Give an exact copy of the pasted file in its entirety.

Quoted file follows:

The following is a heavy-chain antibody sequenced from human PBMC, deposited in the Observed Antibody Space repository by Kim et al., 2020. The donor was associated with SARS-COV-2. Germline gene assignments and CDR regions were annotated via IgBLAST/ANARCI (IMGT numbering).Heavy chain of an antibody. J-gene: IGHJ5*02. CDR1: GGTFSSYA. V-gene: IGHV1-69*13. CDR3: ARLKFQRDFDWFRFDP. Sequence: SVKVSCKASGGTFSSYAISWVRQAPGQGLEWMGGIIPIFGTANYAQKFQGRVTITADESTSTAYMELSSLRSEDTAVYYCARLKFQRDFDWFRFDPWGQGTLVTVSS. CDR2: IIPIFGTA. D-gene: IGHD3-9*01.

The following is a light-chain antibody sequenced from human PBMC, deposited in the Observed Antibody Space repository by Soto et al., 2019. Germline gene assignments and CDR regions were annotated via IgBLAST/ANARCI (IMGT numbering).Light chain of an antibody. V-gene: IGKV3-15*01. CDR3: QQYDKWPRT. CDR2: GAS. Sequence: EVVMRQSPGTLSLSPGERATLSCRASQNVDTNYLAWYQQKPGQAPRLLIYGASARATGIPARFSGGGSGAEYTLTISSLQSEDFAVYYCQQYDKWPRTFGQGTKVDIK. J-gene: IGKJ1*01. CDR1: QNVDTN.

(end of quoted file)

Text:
The following is a heavy-chain antibody sequenced from human PBMC, deposited in the Observed Antibody Space repository by Kim et al., 2020. The donor was associated with SARS-COV-2. Germline gene assignments and CDR regions were annotated via IgBLAST/ANARCI (IMGT numbering).Heavy chain of an antibody. J-gene: IGHJ5*02. CDR1: GGTFSSYA. V-gene: IGHV1-69*13. CDR3: ARLKFQRDFDWFRFDP. Sequence: SVKVSCKASGGTFSSYAISWVRQAPGQGLEWMGGIIPIFGTANYAQKFQGRVTITADESTSTAYMELSSLRSEDTAVYYCARLKFQRDFDWFRFDPWGQGTLVTVSS. CDR2: IIPIFGTA. D-gene: IGHD3-9*01.

The following is a light-chain antibody sequenced from human PBMC, deposited in the Observed Antibody Space repository by Soto et al., 2019. Germline gene assignments and CDR regions were annotated via IgBLAST/ANARCI (IMGT numbering).Light chain of an antibody. V-gene: IGKV3-15*01. CDR3: QQYDKWPRT. CDR2: GAS. Sequence: EVVMRQSPGTLSLSPGERATLSCRASQNVDTNYLAWYQQKPGQAPRLLIYGASARATGIPARFSGGGSGAEYTLTISSLQSEDFAVYYCQQYDKWPRTFGQGTKVDIK. J-gene: IGKJ1*01. CDR1: QNVDTN.